Often when trying to find ways to remain competitive and provide the best service possible, brands can fall foul of assuming the only solution is continuous improvement.
That might sound odd, and improvement is absolutely a major part of both of these factors, however, it reaches a point where to continuously improve becomes so expensive that it may eventually come at the price of damaging the business.
This is when brands must begin to consider an alternative approach; applying a little psychology to improve user experience.
Prices, for one example, are a key component for a brand looking to remain competitive, as all brands that want to survive should. They are set by what’s around them, but also perceived by the same measure.
Say you were browsing squash in the supermarket, and you look at the Ribena and then at the Robinsons, but then you notice a new, fancy-looking squash. You’re tempted to try it, so you look at the price: £26. This is clearly stupid money for squash, so you huff and pick up one of the others and carry on.
In the next aisle, you’re browsing gins, where you’re greeted with a selection of prices anywhere from the £20 to the £30 mark. Then you notice a bottle of Seedlip non-alcoholic spirit for £26, dressed in a premium looking bottle. In this context, the Seedlip doesn’t look too pricey, but why? What you’re paying for hasn’t changed, Seedlip is essentially squash for grown-ups and only five minutes ago you huffed at another squash charging the same money.
It’s all affected by context, where the product is situated and how it’s priced compared to its rivals. It’s this that allows Seedlip to tag on a huge mark-up to their squash, or ‘non-alcoholic spirit’, a fancy bottle, clever shelf placement and carefully constructed copy and brand identity.
What Seedlip has done is not alter the world around them, they’ve simply employed a touch of psychology to alter people’s perceptions of their product and obtained the freedom of relative pricing.
Brands can also achieve a similar effect within their own product range. Taking Twinings as an example, Twinings tea isn’t the most economically priced option available, their sales are based on the brand presence and a reputation for quality.
However, Twinings have made their standard tea appear more reasonably priced with the introduction of a premium level alternative. This higher price mark creates its own relativity microcosm; it allows pricier brands to justify their prices without having to compete quite so directly with cheaper alternatives, and providing customers with both options can only enhance the user experience.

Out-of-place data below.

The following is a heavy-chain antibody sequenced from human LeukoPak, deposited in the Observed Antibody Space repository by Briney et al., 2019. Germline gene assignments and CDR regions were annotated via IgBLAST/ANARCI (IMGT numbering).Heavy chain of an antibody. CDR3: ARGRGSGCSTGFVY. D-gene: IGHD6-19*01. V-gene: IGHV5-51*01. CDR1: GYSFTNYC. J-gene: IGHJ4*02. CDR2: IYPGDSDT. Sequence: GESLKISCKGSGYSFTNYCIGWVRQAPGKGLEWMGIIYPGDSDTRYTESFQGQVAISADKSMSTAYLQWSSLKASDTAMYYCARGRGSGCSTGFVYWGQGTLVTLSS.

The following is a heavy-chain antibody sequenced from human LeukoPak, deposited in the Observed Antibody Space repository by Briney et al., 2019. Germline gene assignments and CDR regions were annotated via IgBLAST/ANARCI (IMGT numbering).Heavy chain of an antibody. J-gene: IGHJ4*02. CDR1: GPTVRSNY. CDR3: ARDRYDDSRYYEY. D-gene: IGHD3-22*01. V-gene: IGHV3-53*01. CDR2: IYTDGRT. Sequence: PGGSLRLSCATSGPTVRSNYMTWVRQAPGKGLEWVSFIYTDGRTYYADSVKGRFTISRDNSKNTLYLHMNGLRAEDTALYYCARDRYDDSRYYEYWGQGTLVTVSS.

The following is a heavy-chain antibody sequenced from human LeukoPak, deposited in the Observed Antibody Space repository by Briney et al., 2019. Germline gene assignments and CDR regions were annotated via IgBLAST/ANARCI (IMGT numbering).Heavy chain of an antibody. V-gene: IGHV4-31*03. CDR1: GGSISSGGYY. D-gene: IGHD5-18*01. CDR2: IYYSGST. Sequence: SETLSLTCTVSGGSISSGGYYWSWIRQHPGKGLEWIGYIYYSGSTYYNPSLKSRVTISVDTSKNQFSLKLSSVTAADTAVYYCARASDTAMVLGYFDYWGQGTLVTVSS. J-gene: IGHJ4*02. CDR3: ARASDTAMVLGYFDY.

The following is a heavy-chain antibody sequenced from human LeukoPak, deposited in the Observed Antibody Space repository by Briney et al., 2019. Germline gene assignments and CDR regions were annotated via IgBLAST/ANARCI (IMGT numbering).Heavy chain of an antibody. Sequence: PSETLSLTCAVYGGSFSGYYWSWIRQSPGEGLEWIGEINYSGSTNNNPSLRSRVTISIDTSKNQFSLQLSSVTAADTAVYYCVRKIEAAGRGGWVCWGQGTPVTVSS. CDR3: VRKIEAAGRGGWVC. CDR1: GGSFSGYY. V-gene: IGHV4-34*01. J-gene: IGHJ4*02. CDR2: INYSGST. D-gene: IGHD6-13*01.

Taking this kind of psychological approach to branding and pricing is not only largely successful but also much more cost-effective.
A similar approach can be adopted with regard to customer experience. Investing in customer experience is vital, however, there’s only so much investment to be made before it becomes financially unrealistic to continue. This is the point where brands need to think outside of the box.
In the early 2000s, Houston airport was experiencing an exceptionally high rate of passenger complaints regarding waiting times at the luggage carousel. In response, the airport’s authorities hired more baggage handlers.
Sure enough, waiting times reduced to around 8 minutes, roughly the standard waiting time at most airports, but complaints continued to pour in.
This time, management took a harder look at the situation, they noticed that passengers were spending about 1 minute walking from their plane to the carousel, then 8 minutes waiting for their baggage.
The solution they arrived at was simple. They redirected the path from arriving planes to the carousels, making it longer. Now, passengers spent around 8 minutes walking to the carousel and just 1 waiting for their bags. Suddenly complaints tapered off.
Even though passengers’ overall journey times hadn’t been cut, they were happier, because they were doing something with their time and kept moving, not standing tired and miserable at the end of a carousel.
This is simply another case of relative perceptions, by altering customers’ perceptions, not their realities, Houston airport management was able to provide a better user experience service, or least make passengers think that.
This is the same reason that most companies have hold music on their phone lines, they’ll still stick you on hold for 20 minutes because they haven’t hired enough staff, but at least you can listen to the same looped jazz track.
Despite the reality though, customer satisfaction figures demonstrate that waits feel shorter when customers listen to hold music, because the quality of their waiting experience has improved.
Approaching a problem from the point of view of the customer can yield far more effective results than blindly throwing money at issues. Considering how the end-user thinks, feels and perceives can allow for incredible return on investment when compared with blunt attempts to alter the reality of a situation.
That being said, a purely psychological approach won’t work either, without doing your best to improve the reality of the situation at the same time, the wool won’t remain over the consumer’s eyes for too long.
To learn more about how smart marketing and user experience concepts could help transform your business, contact Formation Media today.